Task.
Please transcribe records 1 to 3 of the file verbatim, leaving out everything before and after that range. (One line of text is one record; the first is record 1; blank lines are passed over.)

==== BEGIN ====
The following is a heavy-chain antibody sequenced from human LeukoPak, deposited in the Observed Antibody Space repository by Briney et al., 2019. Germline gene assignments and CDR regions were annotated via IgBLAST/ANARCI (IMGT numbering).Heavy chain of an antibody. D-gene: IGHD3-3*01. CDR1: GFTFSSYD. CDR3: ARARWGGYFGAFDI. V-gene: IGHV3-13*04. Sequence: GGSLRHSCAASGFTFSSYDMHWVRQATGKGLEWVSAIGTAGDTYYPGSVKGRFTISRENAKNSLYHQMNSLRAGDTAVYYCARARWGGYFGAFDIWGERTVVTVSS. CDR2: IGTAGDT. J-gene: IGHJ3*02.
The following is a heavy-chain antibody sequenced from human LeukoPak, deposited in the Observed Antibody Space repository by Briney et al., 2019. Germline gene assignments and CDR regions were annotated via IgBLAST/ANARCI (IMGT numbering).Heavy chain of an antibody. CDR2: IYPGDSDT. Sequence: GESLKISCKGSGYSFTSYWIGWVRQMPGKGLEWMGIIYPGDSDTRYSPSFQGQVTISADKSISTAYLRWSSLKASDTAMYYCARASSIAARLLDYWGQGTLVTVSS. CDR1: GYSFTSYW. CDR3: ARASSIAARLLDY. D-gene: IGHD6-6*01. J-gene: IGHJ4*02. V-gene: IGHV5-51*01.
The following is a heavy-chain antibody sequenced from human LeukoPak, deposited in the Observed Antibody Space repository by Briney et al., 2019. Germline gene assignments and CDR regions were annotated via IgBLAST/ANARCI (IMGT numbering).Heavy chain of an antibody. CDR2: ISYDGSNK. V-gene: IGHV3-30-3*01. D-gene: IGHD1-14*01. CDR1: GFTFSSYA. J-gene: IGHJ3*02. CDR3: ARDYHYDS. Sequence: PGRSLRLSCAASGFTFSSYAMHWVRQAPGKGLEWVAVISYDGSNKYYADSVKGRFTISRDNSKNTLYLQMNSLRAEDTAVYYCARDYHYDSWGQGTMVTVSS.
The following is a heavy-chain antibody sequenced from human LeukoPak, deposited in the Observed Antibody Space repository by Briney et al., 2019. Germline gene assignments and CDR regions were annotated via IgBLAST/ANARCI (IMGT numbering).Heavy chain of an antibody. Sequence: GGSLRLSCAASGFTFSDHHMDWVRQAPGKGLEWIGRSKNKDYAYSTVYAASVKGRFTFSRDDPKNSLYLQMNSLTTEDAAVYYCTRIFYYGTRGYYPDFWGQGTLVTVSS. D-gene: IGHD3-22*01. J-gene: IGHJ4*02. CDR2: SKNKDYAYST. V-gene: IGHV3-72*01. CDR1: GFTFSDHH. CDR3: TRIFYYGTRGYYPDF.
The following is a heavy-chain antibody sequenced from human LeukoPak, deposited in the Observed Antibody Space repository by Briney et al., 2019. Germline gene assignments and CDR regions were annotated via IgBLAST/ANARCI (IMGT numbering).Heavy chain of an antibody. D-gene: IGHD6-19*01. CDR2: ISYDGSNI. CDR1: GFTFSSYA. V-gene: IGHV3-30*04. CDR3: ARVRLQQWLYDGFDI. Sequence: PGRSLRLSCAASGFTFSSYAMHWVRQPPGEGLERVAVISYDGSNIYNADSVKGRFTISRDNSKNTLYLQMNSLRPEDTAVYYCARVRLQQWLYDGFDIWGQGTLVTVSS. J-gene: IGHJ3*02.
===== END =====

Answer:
The following is a heavy-chain antibody sequenced from human LeukoPak, deposited in the Observed Antibody Space repository by Briney et al., 2019. Germline gene assignments and CDR regions were annotated via IgBLAST/ANARCI (IMGT numbering).Heavy chain of an antibody. D-gene: IGHD3-3*01. CDR1: GFTFSSYD. CDR3: ARARWGGYFGAFDI. V-gene: IGHV3-13*04. Sequence: GGSLRHSCAASGFTFSSYDMHWVRQATGKGLEWVSAIGTAGDTYYPGSVKGRFTISRENAKNSLYHQMNSLRAGDTAVYYCARARWGGYFGAFDIWGERTVVTVSS. CDR2: IGTAGDT. J-gene: IGHJ3*02.
The following is a heavy-chain antibody sequenced from human LeukoPak, deposited in the Observed Antibody Space repository by Briney et al., 2019. Germline gene assignments and CDR regions were annotated via IgBLAST/ANARCI (IMGT numbering).Heavy chain of an antibody. CDR2: IYPGDSDT. Sequence: GESLKISCKGSGYSFTSYWIGWVRQMPGKGLEWMGIIYPGDSDTRYSPSFQGQVTISADKSISTAYLRWSSLKASDTAMYYCARASSIAARLLDYWGQGTLVTVSS. CDR1: GYSFTSYW. CDR3: ARASSIAARLLDY. D-gene: IGHD6-6*01. J-gene: IGHJ4*02. V-gene: IGHV5-51*01.
The following is a heavy-chain antibody sequenced from human LeukoPak, deposited in the Observed Antibody Space repository by Briney et al., 2019. Germline gene assignments and CDR regions were annotated via IgBLAST/ANARCI (IMGT numbering).Heavy chain of an antibody. CDR2: ISYDGSNK. V-gene: IGHV3-30-3*01. D-gene: IGHD1-14*01. CDR1: GFTFSSYA. J-gene: IGHJ3*02. CDR3: ARDYHYDS. Sequence: PGRSLRLSCAASGFTFSSYAMHWVRQAPGKGLEWVAVISYDGSNKYYADSVKGRFTISRDNSKNTLYLQMNSLRAEDTAVYYCARDYHYDSWGQGTMVTVSS.